The last few weeks have been unprecedented in both the amount of damage our area has seen as well as the amount of compassion and outpouring of support; neighbors helping neighbors like never before. As the storms have cleared and the recuperation work begun, we realize that for many people the road to recovery will be more like a marathon and not a sprint.
We want to help our clients and their neighbors feel confident in what comes next with their financial future. Here are some resources we hope you find helpful.
The IRS has set up a special section for hurricane Harvey victims to help them understand what deadlines have been extended and how storm related deductions can be made. You can access that information by clicking https://www.irs.gov/newsroom/help-for-victims-of-hurricane-harvey. If you have questions regarding any of the information on the IRS site, we are happy to help.
For many of us not directly affected by the flooding, we look for ways we can help. Many friends and neighbors have created fund raising accounts and many more have donated to these accounts. When creating and engaging in crowdfunding, many might wonder about the tax implications for both donors, recipients and administrators. The IRS shares limited information on this topic but knowledge of basic tax principles can help us understand the tax implications.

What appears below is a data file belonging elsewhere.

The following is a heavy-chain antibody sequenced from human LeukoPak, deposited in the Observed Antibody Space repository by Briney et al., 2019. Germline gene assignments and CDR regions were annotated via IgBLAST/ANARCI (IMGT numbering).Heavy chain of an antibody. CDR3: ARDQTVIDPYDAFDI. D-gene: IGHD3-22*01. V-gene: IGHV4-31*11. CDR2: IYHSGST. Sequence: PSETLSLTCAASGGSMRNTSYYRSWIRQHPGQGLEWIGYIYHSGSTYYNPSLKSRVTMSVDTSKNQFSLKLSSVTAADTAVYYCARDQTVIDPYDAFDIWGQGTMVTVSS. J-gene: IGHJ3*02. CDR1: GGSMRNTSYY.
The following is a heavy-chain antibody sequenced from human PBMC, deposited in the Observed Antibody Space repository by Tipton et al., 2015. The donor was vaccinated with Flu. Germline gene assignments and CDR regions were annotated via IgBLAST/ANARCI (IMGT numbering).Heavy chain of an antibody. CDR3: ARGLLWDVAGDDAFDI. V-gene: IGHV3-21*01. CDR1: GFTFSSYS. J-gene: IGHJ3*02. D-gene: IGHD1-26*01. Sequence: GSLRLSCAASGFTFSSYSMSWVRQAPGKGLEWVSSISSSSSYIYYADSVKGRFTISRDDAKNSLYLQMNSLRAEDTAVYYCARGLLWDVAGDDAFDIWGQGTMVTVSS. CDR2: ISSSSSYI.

With donation based crowdfunding, no services are performed and no property is provided. Nothing is offered in exchange for the donation. Since these transactions are of a personal nature, it makes sense that the donation would be treated as a gift and is not taxable income to the person receiving them.
But what about the donor? Is it taxable to them? When it comes to implementing the gift tax, the IRS sets a limit of $14,000. This means that any one individual may gift up to $14,000 in gifts each year before it becomes a taxable event. As long as your contribution to crowdfunding stays under this limit, then the gift tax is not triggered.
What about taking a deduction? It depends on who has set up the crowdfunding account. If the account is created by a not for profit company and you donate to it, then it can be deducted under the rules for a 501(c). However, if an individual sets up and administers the account, then will not fall under the rules for a 501(c) and therefore cannot be deducted.
As with any tax question, it always best to check with your tax adviser for clarification.
If we at Better Bookkeepers, can be of any assistance with any of your disaster related questions, please let us know. We continue to pray for our community and for all of those affected.